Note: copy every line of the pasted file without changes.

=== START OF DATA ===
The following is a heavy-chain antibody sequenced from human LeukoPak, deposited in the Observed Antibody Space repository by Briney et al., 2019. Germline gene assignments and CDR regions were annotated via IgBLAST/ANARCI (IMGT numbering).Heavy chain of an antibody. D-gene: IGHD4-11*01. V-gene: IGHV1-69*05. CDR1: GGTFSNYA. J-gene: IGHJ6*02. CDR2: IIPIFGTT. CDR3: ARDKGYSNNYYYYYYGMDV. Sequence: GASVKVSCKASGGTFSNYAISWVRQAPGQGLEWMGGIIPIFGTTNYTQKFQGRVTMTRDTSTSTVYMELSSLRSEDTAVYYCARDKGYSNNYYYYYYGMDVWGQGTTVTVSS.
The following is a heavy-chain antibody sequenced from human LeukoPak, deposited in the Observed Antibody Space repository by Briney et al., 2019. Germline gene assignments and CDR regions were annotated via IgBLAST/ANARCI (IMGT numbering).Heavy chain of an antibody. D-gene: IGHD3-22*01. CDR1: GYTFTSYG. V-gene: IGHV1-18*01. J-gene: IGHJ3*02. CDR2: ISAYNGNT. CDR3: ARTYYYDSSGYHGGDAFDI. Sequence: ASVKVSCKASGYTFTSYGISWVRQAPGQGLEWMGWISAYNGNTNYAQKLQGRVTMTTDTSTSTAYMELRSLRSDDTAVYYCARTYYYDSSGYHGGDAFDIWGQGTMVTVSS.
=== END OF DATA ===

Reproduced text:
The following is a heavy-chain antibody sequenced from human LeukoPak, deposited in the Observed Antibody Space repository by Briney et al., 2019. Germline gene assignments and CDR regions were annotated via IgBLAST/ANARCI (IMGT numbering).Heavy chain of an antibody. D-gene: IGHD4-11*01. V-gene: IGHV1-69*05. CDR1: GGTFSNYA. J-gene: IGHJ6*02. CDR2: IIPIFGTT. CDR3: ARDKGYSNNYYYYYYGMDV. Sequence: GASVKVSCKASGGTFSNYAISWVRQAPGQGLEWMGGIIPIFGTTNYTQKFQGRVTMTRDTSTSTVYMELSSLRSEDTAVYYCARDKGYSNNYYYYYYGMDVWGQGTTVTVSS.
The following is a heavy-chain antibody sequenced from human LeukoPak, deposited in the Observed Antibody Space repository by Briney et al., 2019. Germline gene assignments and CDR regions were annotated via IgBLAST/ANARCI (IMGT numbering).Heavy chain of an antibody. D-gene: IGHD3-22*01. CDR1: GYTFTSYG. V-gene: IGHV1-18*01. J-gene: IGHJ3*02. CDR2: ISAYNGNT. CDR3: ARTYYYDSSGYHGGDAFDI. Sequence: ASVKVSCKASGYTFTSYGISWVRQAPGQGLEWMGWISAYNGNTNYAQKLQGRVTMTTDTSTSTAYMELRSLRSDDTAVYYCARTYYYDSSGYHGGDAFDIWGQGTMVTVSS.